Effect of a dry acidulant coating on the palatability of dry extruded dog food

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dc.contributor.author Jeffrey, A. M.
dc.contributor.author Aldrich, Greg C.
dc.contributor.author Huss, A. R.
dc.contributor.author Knueven, C. J.
dc.contributor.author Jones, Cassandra K.
dc.date.accessioned 2016-09-20T17:41:55Z
dc.date.available 2016-09-20T17:41:55Z
dc.identifier.uri http://hdl.handle.net/2097/34129
dc.description Citation: Jeffrey, A. M., Aldrich, G. C., Huss, A. R., Knueven, C. J., & Jones, C. K. (2016). Effect of a dry acidulant coating on the palatability of dry extruded dog food. Journal of Animal Science, 94, 114-114. doi:10.2527/msasas2016-242
dc.description.abstract In the pet food industry, Salmonella is getting greater scrutiny because it is considered a “reasonably foreseeable hazard” with the implementation of the Food Safety Modernization Act. Specifically, there is zero tolerance for any serotype of Salmonella in pet foods. Salmonella contamination was responsible for 78% of the Class I recalls in pet food according to the most recent Reportable Food Registry Report (FDA, 2015). One potential method of Salmonella mitigation shown to be effective was through coating the exterior of the kibble with a powdered dry acidulant, such as sodium bisulfate (SBS; Jones-Hamilton, Co.). Sodium bisulfate coating on both dog and cat kibbles was shown to provide complete mitigation of Salmonella within 14-d storage (Jeffrey et al., 2014). However, it is thought that the use of dry acidulant with a palatant for coating kibble may negatively impact palatability of a dry dog food. Therefore, the objective of this experiment was to determine if the use of a dry acidulant, SBS, would influence the palatability of a dry dog food. A single dry extruded all life stages dog food was collected from a commercial pet food manufacturer before the coating step. The kibble was coated with either 2.2% spray dried chicken liver + 0.2% SBS or 2.2% spray dried chicken liver + 0.2% powdered silica (control). A total of 20 beagles were used in a standard 2-bowl forced choice palatability test method for 2 d. Dogs were fed 400 g of both diets once per day, with bowls rotated daily to address side bias. Results were analyzed using the GLIMMIX procedure of SAS (Cary, NC). The inclusion of SBS did not affect daily preference of diet (P = 0.23). Furthermore, there was no effect of day (P = 0.18) or the interaction of treatment × day (P = 0.98). These results demonstrate that palatability is not affected by the inclusion of SBS with a palatant in the coating of dog food kibble. Considering that the inclusion of SBS has been shown to be effective at mitigating Salmonella in pet food and no negative effects on palatability were observed, the use of a dry acidulant in a dog food coating gives the industry a promising method to control Salmonella contamination of finished dog foods.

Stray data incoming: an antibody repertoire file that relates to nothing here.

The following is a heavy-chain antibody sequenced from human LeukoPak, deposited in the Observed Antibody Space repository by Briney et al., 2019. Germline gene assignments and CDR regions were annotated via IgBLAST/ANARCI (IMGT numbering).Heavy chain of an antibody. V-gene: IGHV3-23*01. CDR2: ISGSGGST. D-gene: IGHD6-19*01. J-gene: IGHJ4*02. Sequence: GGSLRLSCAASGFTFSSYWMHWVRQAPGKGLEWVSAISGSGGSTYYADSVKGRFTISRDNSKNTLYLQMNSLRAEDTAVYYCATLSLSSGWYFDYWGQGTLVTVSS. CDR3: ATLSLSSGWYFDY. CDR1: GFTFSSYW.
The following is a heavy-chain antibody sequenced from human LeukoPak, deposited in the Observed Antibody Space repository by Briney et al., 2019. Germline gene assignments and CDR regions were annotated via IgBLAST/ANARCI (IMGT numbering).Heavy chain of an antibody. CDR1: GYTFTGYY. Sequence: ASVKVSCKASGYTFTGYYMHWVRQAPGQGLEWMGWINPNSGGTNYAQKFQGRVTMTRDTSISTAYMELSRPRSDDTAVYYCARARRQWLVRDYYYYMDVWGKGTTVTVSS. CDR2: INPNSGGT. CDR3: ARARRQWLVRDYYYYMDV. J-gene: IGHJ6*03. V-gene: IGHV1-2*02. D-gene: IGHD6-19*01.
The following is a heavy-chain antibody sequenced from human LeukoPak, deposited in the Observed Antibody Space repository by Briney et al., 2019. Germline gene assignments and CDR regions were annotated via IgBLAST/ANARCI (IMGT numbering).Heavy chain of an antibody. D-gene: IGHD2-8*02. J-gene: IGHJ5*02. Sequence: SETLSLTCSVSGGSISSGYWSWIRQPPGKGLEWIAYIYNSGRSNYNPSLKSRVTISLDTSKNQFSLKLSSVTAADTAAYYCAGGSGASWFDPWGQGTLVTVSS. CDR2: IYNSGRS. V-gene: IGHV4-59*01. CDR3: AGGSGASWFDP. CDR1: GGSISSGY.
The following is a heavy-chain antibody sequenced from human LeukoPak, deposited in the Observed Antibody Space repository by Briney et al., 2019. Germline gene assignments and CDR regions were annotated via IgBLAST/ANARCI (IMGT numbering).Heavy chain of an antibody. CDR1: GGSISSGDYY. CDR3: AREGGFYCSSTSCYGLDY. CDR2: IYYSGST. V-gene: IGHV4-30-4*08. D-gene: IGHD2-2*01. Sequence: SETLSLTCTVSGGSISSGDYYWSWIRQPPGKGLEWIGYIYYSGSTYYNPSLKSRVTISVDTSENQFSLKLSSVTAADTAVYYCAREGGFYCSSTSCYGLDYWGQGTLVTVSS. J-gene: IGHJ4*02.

dc.relation.uri https://doi.org/10.2527/msasas2016-242
dc.rights Copyright © 2016. American Society of Animal Science.
dc.rights.uri http://www.sherpa.ac.uk/romeo/issn/0021-8812/
dc.subject Dog Food
dc.subject Palatability
dc.subject Salmonella
dc.subject Agriculture
dc.title Effect of a dry acidulant coating on the palatability of dry extruded dog food
dc.type Article
dc.date.published 2016
dc.citation.doi 10.2527/msasas2016-242
dc.citation.epage 114
dc.citation.issn 0021-8812
dc.citation.jtitle Journal of Animal Science
dc.citation.spage 114
dc.citation.volume 94
dc.description.embargo 2017-04
dc.contributor.authoreid aldrich4
dc.contributor.authoreid jonesc


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